• Marc Miller says:

      Higher ed poses an interesting problem. Because of tenure, a lot of professors do not want to retire. At the same time, higher ed is being disrupted by online schools. I had one client who taught at one of the top 10 business schools. Almost all of his classes were moved onto an online platform. He never saw a student face-to-face anymore. This drove him nuts. He will likely not stay, but he does not know where to go to next.

  2. Marc Miller says:

    One of the biggest challenges to older works is health insurance. Many would be more than willing to keep working either freelance or gig work if they had access to affordable health insurance prior to Medicare eligibility.

    This is one reason my wife and I moved to Mexico where we can afford healthcare before we turn 65 and I can still work virtually on my own business.

    • Brian says:

      My wife and I retired at 55y/o in 2010 not planning on working again. (I did however, successfully run for local public office, but that position had no benefits and only paid a stipend of $500/mo.) We were fortunate to have retiree health insurance from the company we retired from, but the premiums kept increasing.

      In 2013 we came across a number of articles like this — and we used that method to access affordable (subsidized) ACA health insurance for the next 5 years.

      We came across similar articles every year from different financial outlets. Even as recently as 2016 we came across articles like this, showing us that many people – even affluent retired people – were using the same method to obtain affordable health insurance.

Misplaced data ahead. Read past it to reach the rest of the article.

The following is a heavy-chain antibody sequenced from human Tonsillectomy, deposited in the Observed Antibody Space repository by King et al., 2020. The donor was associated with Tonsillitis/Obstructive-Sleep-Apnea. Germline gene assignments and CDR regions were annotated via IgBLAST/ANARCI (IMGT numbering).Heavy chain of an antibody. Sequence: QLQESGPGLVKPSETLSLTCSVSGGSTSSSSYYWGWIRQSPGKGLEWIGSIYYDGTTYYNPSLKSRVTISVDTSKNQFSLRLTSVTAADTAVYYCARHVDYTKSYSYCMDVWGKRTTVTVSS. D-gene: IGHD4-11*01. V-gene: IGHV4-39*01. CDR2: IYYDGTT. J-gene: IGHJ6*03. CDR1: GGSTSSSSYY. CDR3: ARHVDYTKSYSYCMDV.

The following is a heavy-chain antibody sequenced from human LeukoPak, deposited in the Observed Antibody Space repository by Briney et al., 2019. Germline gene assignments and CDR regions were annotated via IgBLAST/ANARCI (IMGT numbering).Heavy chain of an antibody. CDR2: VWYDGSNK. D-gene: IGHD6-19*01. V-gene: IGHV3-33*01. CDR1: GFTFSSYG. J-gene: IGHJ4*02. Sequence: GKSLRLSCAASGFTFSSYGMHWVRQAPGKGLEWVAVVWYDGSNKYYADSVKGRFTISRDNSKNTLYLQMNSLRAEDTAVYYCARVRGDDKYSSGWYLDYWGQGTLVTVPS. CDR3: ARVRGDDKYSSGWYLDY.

Now we’re Medicare eligible and going through that signup process

      So, depending on one’s circumstances, it can be done. It just takes figuring out how to work around all the rules.

  3. Bunny says:

    I believe if you haven’t secured your financial stability by 65 you haven’t planned very well. My thought is the younger generation are buying homes, cars, computers, etc. and the biggest expense is having children. I gave up my high paying job so one of the new generation could thrive. If people feel they will be bored after they retire then they haven’t seen the numerous volunteer jobs available. Some of those jobs pay a small fee including poll workers and Census workers. If some elderly can’t quit working due to finances or high medical costs than I understand that to some extent. Proper planning when they were young and putting money aside just for their retirement would have been a better option. So many of my elderly friends spent every penny of their paychecks on frivolous expensive items and vacations to show off and most of those people they showed off to moved away or died.

  4. Denise says:

    Older workers are still expensive both in salary and benefits. Management can not quantify their contributions to the bottom line their costs. The first sign of an economic downturn, to protect earnings, the over 55 layoffs will begin.

    People over 55 need a bridge to Medicare were their actual or perceived costs can be shared with a larger pool of insured. Maybe then they will still be able to keep their day jobs. I support lowering the medicare buy in to 55 for both those that are working and those that are not.